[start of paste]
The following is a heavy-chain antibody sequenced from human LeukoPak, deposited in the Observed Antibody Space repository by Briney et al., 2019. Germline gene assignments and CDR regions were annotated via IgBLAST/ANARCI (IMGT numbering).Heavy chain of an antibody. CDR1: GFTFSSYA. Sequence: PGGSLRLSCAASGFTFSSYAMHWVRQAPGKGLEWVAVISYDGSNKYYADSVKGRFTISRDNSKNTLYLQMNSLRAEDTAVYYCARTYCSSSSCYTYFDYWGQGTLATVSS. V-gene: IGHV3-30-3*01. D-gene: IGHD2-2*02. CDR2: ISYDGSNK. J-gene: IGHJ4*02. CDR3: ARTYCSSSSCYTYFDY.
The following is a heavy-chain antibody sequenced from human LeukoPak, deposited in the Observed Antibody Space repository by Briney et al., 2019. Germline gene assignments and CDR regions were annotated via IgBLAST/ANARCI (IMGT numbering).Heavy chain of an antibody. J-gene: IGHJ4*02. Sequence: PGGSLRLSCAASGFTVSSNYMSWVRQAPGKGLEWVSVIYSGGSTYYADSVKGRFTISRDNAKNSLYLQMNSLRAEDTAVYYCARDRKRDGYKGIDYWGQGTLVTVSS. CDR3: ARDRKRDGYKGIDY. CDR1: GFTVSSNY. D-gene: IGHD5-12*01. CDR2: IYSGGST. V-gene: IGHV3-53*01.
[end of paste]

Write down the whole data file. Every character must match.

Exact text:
The following is a heavy-chain antibody sequenced from human LeukoPak, deposited in the Observed Antibody Space repository by Briney et al., 2019. Germline gene assignments and CDR regions were annotated via IgBLAST/ANARCI (IMGT numbering).Heavy chain of an antibody. CDR1: GFTFSSYA. Sequence: PGGSLRLSCAASGFTFSSYAMHWVRQAPGKGLEWVAVISYDGSNKYYADSVKGRFTISRDNSKNTLYLQMNSLRAEDTAVYYCARTYCSSSSCYTYFDYWGQGTLATVSS. V-gene: IGHV3-30-3*01. D-gene: IGHD2-2*02. CDR2: ISYDGSNK. J-gene: IGHJ4*02. CDR3: ARTYCSSSSCYTYFDY.
The following is a heavy-chain antibody sequenced from human LeukoPak, deposited in the Observed Antibody Space repository by Briney et al., 2019. Germline gene assignments and CDR regions were annotated via IgBLAST/ANARCI (IMGT numbering).Heavy chain of an antibody. J-gene: IGHJ4*02. Sequence: PGGSLRLSCAASGFTVSSNYMSWVRQAPGKGLEWVSVIYSGGSTYYADSVKGRFTISRDNAKNSLYLQMNSLRAEDTAVYYCARDRKRDGYKGIDYWGQGTLVTVSS. CDR3: ARDRKRDGYKGIDY. CDR1: GFTVSSNY. D-gene: IGHD5-12*01. CDR2: IYSGGST. V-gene: IGHV3-53*01.